The Zapoteca chef is happy to be home after a six-day tour to promote her first cookbook, ‘The Gourmet Mexican Kitchen.’

More than 3,000 cookbooks are published every year in the United States. Did chef Shannon Bard, owner of Zapoteca in Portland and Mixteca in Durham, New Hampshire, worry that hers – her first – would get lost in the throng? Did she fret over stiff competition in the Mexican cookbook arena from such luminaries as Rick Bayless or Diana Kennedy?

“I didn’t even think like that,” she replied to these questions with her trademark self-assurance. “It was always on my bucket list,” she continued. “If I had that type of attitude – ‘Oh my goodness I have so much to compete against’ – I’d have a heart attack in the restaurant business. I just go out there and do my best, and it has turned out well.”

Bard’s “The Gourmet Mexican Kitchen: A Cookbook” ($19.99) was released in February. It offers more than 100 recipes that range widely – from traditional to contemporary, from guacamoles to drinks, from intricate moles to tempting desserts. More than a few ingredients – say banana leaves, nopales (cactus paddles) and avocado leaves – will require some shopping legwork for the Maine cook. The book is illustrated with many color photographs – of the food and of Bard – shot by Yarmouth resident Ted Axelrod.

We chatted with Bard about “The Gourmet Mexican Kitchen” one day after she returned to Maine from a six-day book tour to Dallas, Chicago and her native Oklahoma, a tour she described as “a little crazy, a little tiring, glad to be home.”

Writing the book was a something of a whirlwind, too. Page Street Publishing gave Bard just three months to turn it in. “And one of those months I was in Spain (researching a Spanish restaurant she hopes to open),” she said. “Luckily, they were very lenient about the time.”


Bard said she strove to make her recipes accessible to the home cook. For one, she replaced the somewhat involved chipotle-pepita-chocolate brittle that she typically serves with her Roasted Oaxacan-Spiced Orange and Butternut Squash Soup with an easier garnish – instructing home cooks to simply grate chocolate over each soup bowl.

That said, more than a few of the recipes have several components and dauntingly long ingredients lists. We picked the Spice-Rubbed Roasted Chicken with Pueblo-Style Mole at random and tallied the number: 32 ingredients.

“That’s actually the longest in the book,” she said, chuckling. “I am such a mole fan. I think we have five or six on the menu (at Zapoteca). I couldn’t have a cookbook without mole. That’s just not who I am.”

She suggested the beginner cook start with the easier Cranberry-Pecan Mole (her own twist on the traditional Mexican sauce – cranberries for her adopted Maine home, pecans for her Oklahoma childhood). In fact, Adobo-Glazed Duck Breast with Cranberry-Pecan Mole, while it sounds delicious, has 29 ingredients, several of which require advance preparation. So, Chef Bard, may we respectfully suggest that beginner cooks (or those who are pressed for time) try the slightly more manageable Red Chile-Marinated Rib Eye Steaks instead? Or simply make a reservation at Zapoteca and have Bard cook for them.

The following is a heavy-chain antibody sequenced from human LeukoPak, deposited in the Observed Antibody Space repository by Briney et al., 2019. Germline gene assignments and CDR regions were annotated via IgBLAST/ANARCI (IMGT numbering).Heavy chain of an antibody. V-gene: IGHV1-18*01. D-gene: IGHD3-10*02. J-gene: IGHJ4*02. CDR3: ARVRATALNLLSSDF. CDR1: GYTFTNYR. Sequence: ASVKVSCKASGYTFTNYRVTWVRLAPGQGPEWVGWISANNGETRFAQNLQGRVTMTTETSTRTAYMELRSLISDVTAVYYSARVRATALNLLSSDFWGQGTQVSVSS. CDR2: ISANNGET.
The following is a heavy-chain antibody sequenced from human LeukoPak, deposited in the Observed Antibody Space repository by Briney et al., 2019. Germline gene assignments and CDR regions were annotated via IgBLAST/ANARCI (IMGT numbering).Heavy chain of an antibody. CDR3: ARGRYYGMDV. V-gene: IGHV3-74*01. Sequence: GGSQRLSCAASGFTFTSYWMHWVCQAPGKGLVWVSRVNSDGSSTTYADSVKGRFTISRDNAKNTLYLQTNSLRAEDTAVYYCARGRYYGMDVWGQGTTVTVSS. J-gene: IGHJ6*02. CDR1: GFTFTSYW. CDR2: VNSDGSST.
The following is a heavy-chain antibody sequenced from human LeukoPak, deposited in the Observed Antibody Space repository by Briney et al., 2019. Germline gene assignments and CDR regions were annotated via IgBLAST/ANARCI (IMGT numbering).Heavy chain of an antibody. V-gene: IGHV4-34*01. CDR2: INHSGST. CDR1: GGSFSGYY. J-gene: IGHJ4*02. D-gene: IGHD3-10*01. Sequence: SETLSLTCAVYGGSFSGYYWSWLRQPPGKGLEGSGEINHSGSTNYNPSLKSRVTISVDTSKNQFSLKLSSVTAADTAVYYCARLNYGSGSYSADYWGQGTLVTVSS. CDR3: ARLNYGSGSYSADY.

Red Chile-Marinated Rib Eye Steaks (Carne Asada Roja)

Bard serves the steak with sliced avocados and warm Salsa Roja, which she makes from roasted garlic, roasted chilies and roasted tomatoes.


Serves 6

16 guajillo chiles, stemmed, seeded, dry roasted and rehydrated

5 garlic cloves, dry roasted and peeled

2 teaspoons cumin seeds

1/2 tablespoon dried oregano, preferably Mexican

1 tablespoon cider vinegar


3 cups vegetable or chicken broth

1 teaspoon canola oil

1 tablespoon salt

1 tablespoon sugar

6 (12-ounce) boneless rib eye steaks, 1-inch thick

Olive oil, for grill


Puree the rehydrated chiles, garlic, cumin, oregano, vinegar and 1 cup of broth in a blender until extremely smooth.

Heat the canola oil in a heavy-bottomed saucepan over medium-high heat. Once the oil is hot and begins to shimmer, pour the pureed chile mixture into the pan. Be careful, as the sauce will splatter. Immediately stir and reduce the heat to medium low. Simmer, stirring often, for 10 minutes, until the sauce thickens and begins to darken.

Stir in the remaining 2 cups broth along with the salt and sugar. Continue to simmer for an additional 20 minutes to reduce. Remove the mixture from the heat and season with additional salt, if desired. Transfer to a large, shallow baking dish and set aside to cool completely before marinating the steak.

Place the steaks in the cooled red chile marinade, making sure the pieces are thoroughly coated. Cover and refrigerate for a minimum of 4 hours, or overnight.

Preheat an outdoor grill or grill pan over medium-high heat. Lightly brush the grill grates with olive oil to prevent the steaks from sticking. Place the steaks on the grill and cook for approximately 12 minutes for medium-rare steaks, turning once.

Allow the steaks to rest 5 minutes before serving.


Only subscribers are eligible to post comments. Please subscribe or login first for digital access. Here’s why.

Use the form below to reset your password. When you've submitted your account email, we will send an email with a reset code.